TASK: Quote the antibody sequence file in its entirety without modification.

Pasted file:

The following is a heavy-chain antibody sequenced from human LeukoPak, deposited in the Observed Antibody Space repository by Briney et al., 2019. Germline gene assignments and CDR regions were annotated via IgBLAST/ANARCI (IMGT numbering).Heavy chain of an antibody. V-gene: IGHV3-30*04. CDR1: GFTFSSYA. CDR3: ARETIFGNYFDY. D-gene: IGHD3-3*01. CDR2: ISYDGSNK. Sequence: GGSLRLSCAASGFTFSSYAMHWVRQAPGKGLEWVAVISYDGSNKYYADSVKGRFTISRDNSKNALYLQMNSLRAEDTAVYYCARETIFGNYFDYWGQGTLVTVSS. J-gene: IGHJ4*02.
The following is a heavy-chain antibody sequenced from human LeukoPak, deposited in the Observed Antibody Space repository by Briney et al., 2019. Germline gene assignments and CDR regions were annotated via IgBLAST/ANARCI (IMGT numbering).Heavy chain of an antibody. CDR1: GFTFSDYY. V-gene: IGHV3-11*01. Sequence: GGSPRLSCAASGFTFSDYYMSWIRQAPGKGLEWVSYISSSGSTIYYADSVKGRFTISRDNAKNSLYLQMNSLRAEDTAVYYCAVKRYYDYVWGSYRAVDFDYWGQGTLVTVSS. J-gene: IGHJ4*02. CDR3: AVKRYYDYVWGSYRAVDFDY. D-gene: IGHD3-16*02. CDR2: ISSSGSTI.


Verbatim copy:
The following is a heavy-chain antibody sequenced from human LeukoPak, deposited in the Observed Antibody Space repository by Briney et al., 2019. Germline gene assignments and CDR regions were annotated via IgBLAST/ANARCI (IMGT numbering).Heavy chain of an antibody. V-gene: IGHV3-30*04. CDR1: GFTFSSYA. CDR3: ARETIFGNYFDY. D-gene: IGHD3-3*01. CDR2: ISYDGSNK. Sequence: GGSLRLSCAASGFTFSSYAMHWVRQAPGKGLEWVAVISYDGSNKYYADSVKGRFTISRDNSKNALYLQMNSLRAEDTAVYYCARETIFGNYFDYWGQGTLVTVSS. J-gene: IGHJ4*02.
The following is a heavy-chain antibody sequenced from human LeukoPak, deposited in the Observed Antibody Space repository by Briney et al., 2019. Germline gene assignments and CDR regions were annotated via IgBLAST/ANARCI (IMGT numbering).Heavy chain of an antibody. CDR1: GFTFSDYY. V-gene: IGHV3-11*01. Sequence: GGSPRLSCAASGFTFSDYYMSWIRQAPGKGLEWVSYISSSGSTIYYADSVKGRFTISRDNAKNSLYLQMNSLRAEDTAVYYCAVKRYYDYVWGSYRAVDFDYWGQGTLVTVSS. J-gene: IGHJ4*02. CDR3: AVKRYYDYVWGSYRAVDFDY. D-gene: IGHD3-16*02. CDR2: ISSSGSTI.